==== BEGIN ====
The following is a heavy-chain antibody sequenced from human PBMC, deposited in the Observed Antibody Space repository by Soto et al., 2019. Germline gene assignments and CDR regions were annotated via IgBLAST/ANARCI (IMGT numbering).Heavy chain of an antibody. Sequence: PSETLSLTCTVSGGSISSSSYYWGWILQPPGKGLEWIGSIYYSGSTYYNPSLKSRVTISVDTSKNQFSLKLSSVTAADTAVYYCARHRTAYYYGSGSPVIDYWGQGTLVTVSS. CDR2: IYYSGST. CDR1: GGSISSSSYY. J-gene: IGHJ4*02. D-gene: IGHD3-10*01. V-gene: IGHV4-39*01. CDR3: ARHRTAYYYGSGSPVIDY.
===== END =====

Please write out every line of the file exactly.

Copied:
The following is a heavy-chain antibody sequenced from human PBMC, deposited in the Observed Antibody Space repository by Soto et al., 2019. Germline gene assignments and CDR regions were annotated via IgBLAST/ANARCI (IMGT numbering).Heavy chain of an antibody. Sequence: PSETLSLTCTVSGGSISSSSYYWGWILQPPGKGLEWIGSIYYSGSTYYNPSLKSRVTISVDTSKNQFSLKLSSVTAADTAVYYCARHRTAYYYGSGSPVIDYWGQGTLVTVSS. CDR2: IYYSGST. CDR1: GGSISSSSYY. J-gene: IGHJ4*02. D-gene: IGHD3-10*01. V-gene: IGHV4-39*01. CDR3: ARHRTAYYYGSGSPVIDY.